St. Petersburg

Dostoevsky’s St. Petersburg

06 Apr 2018

You seldom come across places that have so many gloomy, harsh and strange influences on the soul of man as there are in St. Petersburg. The mere influences of climate means so much. And it’s the administrative centre of all Russia so its character must be reflected on the whole country.’

Despite the fact that the tour of ‘Dostoevsky’s St. Petersburg’ is mostly attended by lovers of the writer’s work, students and teachers, it is interesting for a wide range of people, even those who know little of Russian literature. After all, the program takes you to houses in which Dostoevsky and his characters lived, as well as ancient temples, former brothels, beer halls, famous shopping streets and beautiful squares. Along with the entertaining descriptions and stories given by the tour guide, you will discover a vivid picture of middle-class life in St. Petersburg in the 19th century.

The city offers a large number of different Dostoevsky tours, varying in focus, length and format of the tour. The main thing to consider is to choose the tour that’s right for you. After looking at different programs available on tour agency websites, we’ve opted for a four-hour walking tour, which we believe is the most comprehensive, covering several areas of the city, including the Alexander Nevsky Monastery, where Dostoevsky is buried. As well as that, we feel that a walking tour allows you to gain a better sense of the how the characters lived in the writer’s imagination. If the weather is clear and sunny, is there really a better option?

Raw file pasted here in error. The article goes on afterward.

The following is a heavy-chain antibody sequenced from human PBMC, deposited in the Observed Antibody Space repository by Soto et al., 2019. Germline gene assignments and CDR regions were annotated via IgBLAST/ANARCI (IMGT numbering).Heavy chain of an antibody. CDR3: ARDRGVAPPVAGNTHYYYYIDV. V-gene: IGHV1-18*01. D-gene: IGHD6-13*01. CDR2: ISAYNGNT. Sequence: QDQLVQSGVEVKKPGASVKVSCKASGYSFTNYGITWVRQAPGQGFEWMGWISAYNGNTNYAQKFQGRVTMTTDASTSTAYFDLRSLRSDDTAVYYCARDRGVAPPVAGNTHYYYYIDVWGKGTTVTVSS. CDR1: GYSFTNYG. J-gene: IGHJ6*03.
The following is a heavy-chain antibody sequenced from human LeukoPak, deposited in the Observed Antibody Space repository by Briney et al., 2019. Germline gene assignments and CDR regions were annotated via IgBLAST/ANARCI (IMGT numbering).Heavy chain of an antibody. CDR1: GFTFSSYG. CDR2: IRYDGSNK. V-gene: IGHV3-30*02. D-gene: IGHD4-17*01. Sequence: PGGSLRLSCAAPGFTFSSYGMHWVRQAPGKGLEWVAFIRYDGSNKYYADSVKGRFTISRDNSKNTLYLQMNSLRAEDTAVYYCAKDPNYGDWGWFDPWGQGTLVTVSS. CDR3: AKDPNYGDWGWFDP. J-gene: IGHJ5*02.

The tour begins on Rimsky-Korsakov Avenue (which was known as Ekateringofsky during Dostoevsky’s time). We met with the guide in the lobby of the four-star Ambassador Hotel, on pr. Rimskogo-Korsakova 5. We went directly to house number 3 where the writer once lived. Set in a courtyard typical of St. Petersburg, the house, particularly in contrast with the hotel, looked especially dull.
After looking at the sacred window on the third floor, we continued. The main districts of Dostoevsky’s ‘Crime and Punishment’ are considered to be between Sennaya pl. (Haymarket Square) and the Griboedov Canal and the area around Vladimirskaya pl. (Vladimir Square).
As we crossed to the other side of the canal, an elderly man, who as it turned out, was a neighbour of the people who currently live in Dostoevsky’s apartment, approached us. Upon hearing that we were talking about Dostoevsky, the elderly man made a clarification, as if knowing our guide would not have told us. He explained that in fact, Dostoevsky lived in another house, but this one was built in its place. A
line from Crime and Punishment came to mind, “With a sinking heart and a nervous tremor, he went up to a huge house which on one side looked on to the canal, and on the other into the street”.

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